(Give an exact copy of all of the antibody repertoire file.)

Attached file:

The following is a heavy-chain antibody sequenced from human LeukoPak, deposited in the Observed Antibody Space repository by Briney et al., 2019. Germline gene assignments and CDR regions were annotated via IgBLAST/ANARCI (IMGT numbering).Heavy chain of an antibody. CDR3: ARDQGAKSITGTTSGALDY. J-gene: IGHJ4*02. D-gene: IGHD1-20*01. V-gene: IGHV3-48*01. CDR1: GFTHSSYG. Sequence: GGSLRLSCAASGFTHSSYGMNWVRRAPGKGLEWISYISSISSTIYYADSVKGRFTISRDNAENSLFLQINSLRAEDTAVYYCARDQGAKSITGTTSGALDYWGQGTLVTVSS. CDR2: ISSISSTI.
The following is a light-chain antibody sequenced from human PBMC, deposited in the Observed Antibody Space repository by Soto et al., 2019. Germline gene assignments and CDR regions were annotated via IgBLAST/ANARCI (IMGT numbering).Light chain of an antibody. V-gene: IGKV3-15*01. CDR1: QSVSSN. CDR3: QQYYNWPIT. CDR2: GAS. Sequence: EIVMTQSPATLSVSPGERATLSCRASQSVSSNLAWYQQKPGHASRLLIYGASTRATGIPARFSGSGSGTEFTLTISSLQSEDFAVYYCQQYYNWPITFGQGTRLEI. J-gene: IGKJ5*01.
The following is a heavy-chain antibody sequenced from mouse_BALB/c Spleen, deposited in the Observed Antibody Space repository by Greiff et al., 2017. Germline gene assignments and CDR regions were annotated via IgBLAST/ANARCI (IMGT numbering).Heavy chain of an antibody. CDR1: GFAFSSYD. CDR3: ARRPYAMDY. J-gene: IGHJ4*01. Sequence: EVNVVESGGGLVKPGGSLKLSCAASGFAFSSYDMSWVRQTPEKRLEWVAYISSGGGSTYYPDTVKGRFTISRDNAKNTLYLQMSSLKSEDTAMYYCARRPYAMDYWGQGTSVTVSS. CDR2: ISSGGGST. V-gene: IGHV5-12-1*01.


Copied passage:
The following is a heavy-chain antibody sequenced from human LeukoPak, deposited in the Observed Antibody Space repository by Briney et al., 2019. Germline gene assignments and CDR regions were annotated via IgBLAST/ANARCI (IMGT numbering).Heavy chain of an antibody. CDR3: ARDQGAKSITGTTSGALDY. J-gene: IGHJ4*02. D-gene: IGHD1-20*01. V-gene: IGHV3-48*01. CDR1: GFTHSSYG. Sequence: GGSLRLSCAASGFTHSSYGMNWVRRAPGKGLEWISYISSISSTIYYADSVKGRFTISRDNAENSLFLQINSLRAEDTAVYYCARDQGAKSITGTTSGALDYWGQGTLVTVSS. CDR2: ISSISSTI.
The following is a light-chain antibody sequenced from human PBMC, deposited in the Observed Antibody Space repository by Soto et al., 2019. Germline gene assignments and CDR regions were annotated via IgBLAST/ANARCI (IMGT numbering).Light chain of an antibody. V-gene: IGKV3-15*01. CDR1: QSVSSN. CDR3: QQYYNWPIT. CDR2: GAS. Sequence: EIVMTQSPATLSVSPGERATLSCRASQSVSSNLAWYQQKPGHASRLLIYGASTRATGIPARFSGSGSGTEFTLTISSLQSEDFAVYYCQQYYNWPITFGQGTRLEI. J-gene: IGKJ5*01.
The following is a heavy-chain antibody sequenced from mouse_BALB/c Spleen, deposited in the Observed Antibody Space repository by Greiff et al., 2017. Germline gene assignments and CDR regions were annotated via IgBLAST/ANARCI (IMGT numbering).Heavy chain of an antibody. CDR1: GFAFSSYD. CDR3: ARRPYAMDY. J-gene: IGHJ4*01. Sequence: EVNVVESGGGLVKPGGSLKLSCAASGFAFSSYDMSWVRQTPEKRLEWVAYISSGGGSTYYPDTVKGRFTISRDNAKNTLYLQMSSLKSEDTAMYYCARRPYAMDYWGQGTSVTVSS. CDR2: ISSGGGST. V-gene: IGHV5-12-1*01.